States know that increased international exposure can contribute to economic growth and increased trade and foreign investment. While higher education institutions traditionally have focused on recruiting international students, several states now are formalizing their approach to attracting foreign students and encouraging foreign exchange in strategic economic and workforce development plans. This eCademy session identifies trends in state government activity supporting internationalization and examines why this is an area of increasing opportunity for states.

Most states are seeing evidence of economic growth with an increase in job creation and overall decrease in unemployment. However, too many individuals remain unemployed, the skills gap dividing workers’ technical skills and those capabilities needed by business and industry continues to grow, and the lack of opportunities to advance exists for numerous employees. Training workers with the skills and competencies needed to sustain employment will help provide for their family and will assist American businesses grow the economy. In 2015 state policymakers and executive branch officials will focus on job-driven training, reducing the skills gap, aligning systems and targeting the hard-to-employ.

CSG Director of Education Policy Pam Goins outlines the top five issues in workforce development policy for 2015, including job driven-training, reducing the skills gap through the use of career pathways, alignment of education and workforce development systems, services for the hard-to-employ, and veterans' employment.

CSG Director of Education Policy Pam Goins outlines the top five issues in education policy for 2015, including school readiness, experiential and work-based learning, academic success for at-risk populations, innovative state accountability systems, and advance attainment of degrees, certificates and other high-quality credentials. 

State officials and policymakers have been focused on college- and career-readiness for several years yet challenges still exist to graduate students with the skills and competencies necessary to obtain sustainable employment. 2015 promises to be another busy year concentrated on implementing best practices and enacting innovative policies that prepare America's youngest students for entry into school, create environments for all students including those at-risk, and offer a variety of experiences so students participate in work-based opportunities. In order to ensure a world-class education for all students, leaders will likely address these top 5 issues facing states this year.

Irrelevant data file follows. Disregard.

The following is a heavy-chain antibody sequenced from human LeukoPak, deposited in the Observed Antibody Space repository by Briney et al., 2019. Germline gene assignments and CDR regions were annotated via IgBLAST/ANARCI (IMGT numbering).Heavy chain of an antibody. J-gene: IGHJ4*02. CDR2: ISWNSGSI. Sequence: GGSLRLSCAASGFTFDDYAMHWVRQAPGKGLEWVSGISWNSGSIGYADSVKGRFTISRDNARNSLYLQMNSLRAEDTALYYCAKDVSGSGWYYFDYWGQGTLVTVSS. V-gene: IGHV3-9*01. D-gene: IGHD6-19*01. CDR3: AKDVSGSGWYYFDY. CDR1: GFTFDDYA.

A Dec. 2014 report from the Government Accountability Office (GAO) found that while tuition at public colleges is rising, students - rather than states - are shouldering more of the burden than ever.

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Think of the American Midwest, and you may think first of natural resources. A land of Great Lakes and Great Plains, the region is world-renowned for its sparkling waters and its fertile soil. But the region’s strength depends on much more than natural abundance.
 
Part industrial heartland, part agricultural breadbasket, the Midwest is also home to an extensive network of world-class academic institutions, many of which trace their roots to a 19th-century movement to make higher education more practical and more readily available to rural and working-class citizens.
In time, that movement would change the face of higher education in America, with several Midwestern states playing key roles as pioneers in the establishment of new colleges that offered courses in agriculture and the mechanic arts, as well as other scientific and classical studies.
 
 
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Should high school students be required to pass a U.S. citizenship civics test as a prerequisite for graduating from high school? Some key state leaders in North Dakota believe so and will be introducing legislation in 2015, The Bismarck Tribune reports. Under the proposal, students would take a 100-point exam focusing on American government, history and geography; they would have to answer at least 60 of the questions correctly.
 
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Teachers across Indiana were in line for some bonuses this holiday season as the result of a performance-based grant program included in the state’s budget. According to the Lafayette Journal & Courier, more than $30 million went to 1,300 schools across Indiana.
 

According to the United States Department of Labor, “approximately 450,000 people die each year from sudden cardiac arrest in the United States” and “early defibrillation is the only definitive treatment for sudden cardiac arrest” with the best “save” rates occurring when an electric shock is delivered within three minutes of a patient's collapse. Because of the urgency of the situation, the increasing incidence of cardiac arrest in children, and the frequent use of schools as a gathering place for public functions and events for all ages, states have enacted legislation providing for the placement of automated external defibrillators (AED) in schools. Many of the acts are named in memory of a student who died of sudden cardiac arrest following an athletic practice or event at a school.

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